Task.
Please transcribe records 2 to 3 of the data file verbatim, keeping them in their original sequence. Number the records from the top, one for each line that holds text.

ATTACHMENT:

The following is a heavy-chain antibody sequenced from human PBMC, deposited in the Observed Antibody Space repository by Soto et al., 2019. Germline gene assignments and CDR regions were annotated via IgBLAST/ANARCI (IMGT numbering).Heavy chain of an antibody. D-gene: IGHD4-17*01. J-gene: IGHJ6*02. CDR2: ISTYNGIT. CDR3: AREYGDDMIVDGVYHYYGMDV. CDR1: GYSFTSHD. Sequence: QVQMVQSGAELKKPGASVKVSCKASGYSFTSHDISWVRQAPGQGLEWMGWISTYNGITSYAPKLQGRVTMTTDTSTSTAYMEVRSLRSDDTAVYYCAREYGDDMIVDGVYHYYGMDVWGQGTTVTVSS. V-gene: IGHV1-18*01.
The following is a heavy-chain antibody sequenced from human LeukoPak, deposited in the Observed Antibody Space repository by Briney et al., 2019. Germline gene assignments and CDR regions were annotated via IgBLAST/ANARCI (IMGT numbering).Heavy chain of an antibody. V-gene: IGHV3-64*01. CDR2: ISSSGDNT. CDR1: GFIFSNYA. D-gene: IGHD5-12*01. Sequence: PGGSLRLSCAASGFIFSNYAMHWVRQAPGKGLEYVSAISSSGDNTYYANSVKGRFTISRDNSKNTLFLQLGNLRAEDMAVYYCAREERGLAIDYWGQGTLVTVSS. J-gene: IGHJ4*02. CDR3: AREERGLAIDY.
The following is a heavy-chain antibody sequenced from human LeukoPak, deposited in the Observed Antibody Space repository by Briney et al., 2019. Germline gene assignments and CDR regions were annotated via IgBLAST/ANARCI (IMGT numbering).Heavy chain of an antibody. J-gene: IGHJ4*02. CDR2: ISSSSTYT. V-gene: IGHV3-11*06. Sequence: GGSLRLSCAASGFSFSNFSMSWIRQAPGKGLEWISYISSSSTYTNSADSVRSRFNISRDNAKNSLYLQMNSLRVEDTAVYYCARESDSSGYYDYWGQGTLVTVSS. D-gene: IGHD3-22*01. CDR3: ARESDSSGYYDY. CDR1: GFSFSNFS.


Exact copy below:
The following is a heavy-chain antibody sequenced from human LeukoPak, deposited in the Observed Antibody Space repository by Briney et al., 2019. Germline gene assignments and CDR regions were annotated via IgBLAST/ANARCI (IMGT numbering).Heavy chain of an antibody. V-gene: IGHV3-64*01. CDR2: ISSSGDNT. CDR1: GFIFSNYA. D-gene: IGHD5-12*01. Sequence: PGGSLRLSCAASGFIFSNYAMHWVRQAPGKGLEYVSAISSSGDNTYYANSVKGRFTISRDNSKNTLFLQLGNLRAEDMAVYYCAREERGLAIDYWGQGTLVTVSS. J-gene: IGHJ4*02. CDR3: AREERGLAIDY.
The following is a heavy-chain antibody sequenced from human LeukoPak, deposited in the Observed Antibody Space repository by Briney et al., 2019. Germline gene assignments and CDR regions were annotated via IgBLAST/ANARCI (IMGT numbering).Heavy chain of an antibody. J-gene: IGHJ4*02. CDR2: ISSSSTYT. V-gene: IGHV3-11*06. Sequence: GGSLRLSCAASGFSFSNFSMSWIRQAPGKGLEWISYISSSSTYTNSADSVRSRFNISRDNAKNSLYLQMNSLRVEDTAVYYCARESDSSGYYDYWGQGTLVTVSS. D-gene: IGHD3-22*01. CDR3: ARESDSSGYYDY. CDR1: GFSFSNFS.